What does today's technology mean for tomorrow's jobs and how can we better structure our education system to ensure that the future working population can prosper in the labor market?
A large range of 20th century jobs are endangered by the machine age. A recent Oxford Martin School study by Dr. Carl Benedikt Frey (Oxford Martin School) and Dr. Michael A. Osborne (Department of Engineering Science, University of Oxford) found that 47% of current US jobs are at risk of automation within the next twenty years. Further, despite recent job growth in the service industry sector, occupations within this industry are highly susceptible. Frey and Osborne assessed the degree to which 702 specific jobs are vulnerable to computerization, distinguishing these occupations into categories of high, medium and low risk.
One of the main ways governments have helped people during previous waves of technological progress is through education system reform. What should government be doing now to make the changes that are necessary?
To discuss these issues further, I am joined today in The Global Search for Education by Dr. Carl Frey and Dr. Michael Osborne, authors of The Future of Employment: How Susceptible are Jobs to Computerization, and Dr. Tony Wagner, Expert in Residence at Harvard University's Innovation Lab. Tony will be leading a presentation on Education for Innovation at next week's OPPI Festival in Helsinki, Finland.
Gentlemen, could you please summarize what you believe were your most important findings in your study?
Michael: We found that a substantial fraction (47%) of current US employment is at risk of automation within the next twenty years. While some of these occupations are in categories previously thought unthreatened by automation, such as logistics and services, we expect automation to continue to predominately threaten low-skilled workers. In fact, we found a strong negative relationship between the average degree of education within an occupation and its susceptibility to computerization. In a similar way, this was true for the average wage: the better-paid jobs, featuring largely better-educated workers, are unlikely to be automated in the near future. Quantitatively, we found that if only a quarter of people within an occupation have a bachelor's degree or better, the occupation would likely have a fifty-fifty chance of being automatable within the foreseeable future. If half of workers within an occupation have at least a bachelor's degree, its probability of automation is close to zero. It seems clear that education is a crucial issue in considering future jobs.
Can you speak a little about the range of 20th century jobs that are endangered by the machine age?
Michael: We firstly expect that existing trends of automation in production will continue: robots, with ever improving sensors and manipulators, will continue to replace factory workers. We further predict that many sales jobs are vulnerable: online shopping and self-checkouts will only continue to become more popular at the expense of human salespeople and cashiers. In fact, telemarketers were rated as one of the most computerizable occupations; to the dismay, no doubt, of anyone who is sick of speaking to robots on the phone. Perhaps more surprisingly, we expect transportation and clerical jobs to be at risk from new technologies. Autonomous vehicles threaten many logistics occupations, such as drivers of forklifts or mine vehicles, while big data analytics place occupations reliant on storing or accessing information at risk, such as tax preparers. As evidence for the latter: we're already seeing paralegal jobs replaced by algorithms, so this is not an unreasonable prediction. We finally suspect that many jobs in the service sector will be increasingly at risk, with the growth of service robotics and sophisticated algorithms. As examples, court reporters may have their jobs threatened by transcription software, and electronics repair jobs are already being affected by the declining costs of increasingly complex electronic items. This is particularly alarming given the recently high fraction of workers undertaking service work. Nonetheless, many other service sector jobs are likely to remain unautomatable; as an example, human housekeepers are still much better at their jobs than robots.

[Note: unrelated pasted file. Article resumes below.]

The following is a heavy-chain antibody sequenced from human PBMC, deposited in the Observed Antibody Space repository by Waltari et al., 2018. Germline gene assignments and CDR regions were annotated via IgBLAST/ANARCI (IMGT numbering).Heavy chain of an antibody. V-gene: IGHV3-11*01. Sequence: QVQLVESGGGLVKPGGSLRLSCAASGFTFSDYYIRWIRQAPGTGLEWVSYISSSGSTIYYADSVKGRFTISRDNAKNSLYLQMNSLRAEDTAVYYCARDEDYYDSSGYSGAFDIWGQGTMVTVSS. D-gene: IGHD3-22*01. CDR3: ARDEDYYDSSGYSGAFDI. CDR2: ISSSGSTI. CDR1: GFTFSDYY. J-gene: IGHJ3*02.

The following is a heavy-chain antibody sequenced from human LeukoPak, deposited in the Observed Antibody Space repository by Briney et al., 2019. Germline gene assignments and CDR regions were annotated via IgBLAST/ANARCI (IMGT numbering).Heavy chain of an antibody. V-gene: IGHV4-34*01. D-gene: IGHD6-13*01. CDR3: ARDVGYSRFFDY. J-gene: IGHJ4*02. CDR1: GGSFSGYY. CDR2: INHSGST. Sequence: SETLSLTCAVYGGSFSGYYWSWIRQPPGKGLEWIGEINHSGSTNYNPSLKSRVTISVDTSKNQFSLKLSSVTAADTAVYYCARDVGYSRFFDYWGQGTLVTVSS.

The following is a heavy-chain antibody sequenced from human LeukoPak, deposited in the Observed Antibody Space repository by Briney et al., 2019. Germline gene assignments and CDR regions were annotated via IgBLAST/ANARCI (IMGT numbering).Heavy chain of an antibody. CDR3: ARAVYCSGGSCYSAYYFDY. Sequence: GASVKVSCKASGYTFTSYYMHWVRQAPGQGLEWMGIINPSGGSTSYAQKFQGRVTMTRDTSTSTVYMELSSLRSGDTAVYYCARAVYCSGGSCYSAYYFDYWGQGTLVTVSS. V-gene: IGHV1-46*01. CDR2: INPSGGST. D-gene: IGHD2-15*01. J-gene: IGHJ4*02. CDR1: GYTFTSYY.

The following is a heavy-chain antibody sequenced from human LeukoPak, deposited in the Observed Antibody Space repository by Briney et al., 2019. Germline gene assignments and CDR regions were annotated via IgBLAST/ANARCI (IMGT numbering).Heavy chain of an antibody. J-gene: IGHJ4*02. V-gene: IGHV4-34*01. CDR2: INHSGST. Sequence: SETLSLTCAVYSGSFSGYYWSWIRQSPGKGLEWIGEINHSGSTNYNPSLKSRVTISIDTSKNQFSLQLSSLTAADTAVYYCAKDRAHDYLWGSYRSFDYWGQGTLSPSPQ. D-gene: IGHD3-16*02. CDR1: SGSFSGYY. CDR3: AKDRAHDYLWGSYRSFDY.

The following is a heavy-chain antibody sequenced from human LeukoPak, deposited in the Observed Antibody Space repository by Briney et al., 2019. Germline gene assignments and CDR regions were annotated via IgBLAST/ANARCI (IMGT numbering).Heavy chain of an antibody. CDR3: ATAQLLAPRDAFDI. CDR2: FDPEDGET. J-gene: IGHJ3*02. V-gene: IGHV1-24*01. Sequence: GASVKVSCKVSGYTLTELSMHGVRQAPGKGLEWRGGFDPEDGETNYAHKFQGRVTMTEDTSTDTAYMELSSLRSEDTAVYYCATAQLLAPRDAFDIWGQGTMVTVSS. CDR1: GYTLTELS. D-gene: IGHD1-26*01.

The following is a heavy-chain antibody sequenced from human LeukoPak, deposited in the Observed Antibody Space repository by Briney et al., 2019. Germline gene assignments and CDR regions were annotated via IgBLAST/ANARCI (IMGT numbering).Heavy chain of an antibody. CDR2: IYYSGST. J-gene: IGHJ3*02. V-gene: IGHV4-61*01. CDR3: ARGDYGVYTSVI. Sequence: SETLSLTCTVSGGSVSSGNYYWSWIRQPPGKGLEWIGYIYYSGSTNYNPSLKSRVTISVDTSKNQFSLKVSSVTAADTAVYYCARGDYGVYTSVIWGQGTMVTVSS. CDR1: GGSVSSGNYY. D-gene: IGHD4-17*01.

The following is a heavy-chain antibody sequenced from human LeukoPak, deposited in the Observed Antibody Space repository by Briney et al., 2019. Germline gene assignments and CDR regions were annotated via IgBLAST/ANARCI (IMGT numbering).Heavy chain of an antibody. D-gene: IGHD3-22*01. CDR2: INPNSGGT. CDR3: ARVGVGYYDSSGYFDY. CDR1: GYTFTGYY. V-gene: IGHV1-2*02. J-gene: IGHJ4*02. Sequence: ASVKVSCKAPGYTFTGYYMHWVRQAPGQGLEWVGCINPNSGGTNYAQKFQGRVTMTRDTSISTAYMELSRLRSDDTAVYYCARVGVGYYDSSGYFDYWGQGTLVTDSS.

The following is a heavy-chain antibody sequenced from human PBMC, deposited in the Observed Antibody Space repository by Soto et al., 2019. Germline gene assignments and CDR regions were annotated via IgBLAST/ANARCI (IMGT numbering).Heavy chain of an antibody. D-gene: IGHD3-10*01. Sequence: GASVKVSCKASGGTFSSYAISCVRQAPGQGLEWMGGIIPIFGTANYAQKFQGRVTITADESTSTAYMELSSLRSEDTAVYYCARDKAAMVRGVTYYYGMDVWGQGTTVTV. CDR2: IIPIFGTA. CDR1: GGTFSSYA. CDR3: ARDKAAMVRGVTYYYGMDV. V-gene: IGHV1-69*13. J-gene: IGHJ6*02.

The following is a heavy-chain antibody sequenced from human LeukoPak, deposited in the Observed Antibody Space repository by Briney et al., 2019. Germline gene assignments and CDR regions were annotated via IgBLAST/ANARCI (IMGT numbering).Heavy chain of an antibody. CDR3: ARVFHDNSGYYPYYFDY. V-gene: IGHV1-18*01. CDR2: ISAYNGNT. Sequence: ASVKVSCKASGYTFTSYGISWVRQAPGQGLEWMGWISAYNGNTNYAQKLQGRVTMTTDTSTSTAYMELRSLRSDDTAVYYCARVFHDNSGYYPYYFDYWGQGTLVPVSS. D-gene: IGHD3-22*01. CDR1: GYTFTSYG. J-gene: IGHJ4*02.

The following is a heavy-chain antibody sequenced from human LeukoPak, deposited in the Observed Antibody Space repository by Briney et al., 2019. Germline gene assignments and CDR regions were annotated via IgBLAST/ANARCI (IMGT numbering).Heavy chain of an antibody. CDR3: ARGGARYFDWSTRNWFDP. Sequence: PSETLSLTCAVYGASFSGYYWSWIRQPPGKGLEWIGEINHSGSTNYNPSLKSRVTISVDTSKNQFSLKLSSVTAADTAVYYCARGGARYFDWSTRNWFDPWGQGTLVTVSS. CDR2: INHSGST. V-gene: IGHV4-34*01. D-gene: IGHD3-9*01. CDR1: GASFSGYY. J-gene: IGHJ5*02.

Carl: To expand a bit on that, what we are saying is that service occupations that do not require much creative and social intelligence are likely to be automated. Some personal service jobs, however, do require especially some social intelligence. These, we think, will not be automated.
"In the short run, the government could support employment by stimulating the demand for personal services. In the long run, I do not believe there is much of a substitute for training workers to work with computers." - Dr. Carl Benedikt Frey
Please discuss some of the characteristics of occupations not at risk of computerization.
Michael: These jobs involve tasks at which machines are relatively poor: tasks involving creativity or social intelligence. As examples, I think recreational therapists, mental health counselors and primary school teachers are relatively safe for the foreseeable future. Many people may also be surprised to learn that occupations requiring work in very cluttered environments are also relatively safe. For example, the perceptual capacity of a human housekeeper, able to distinguish unwanted dirt from a pot plant, is unlikely to be matched by a robot cleaner for many decades.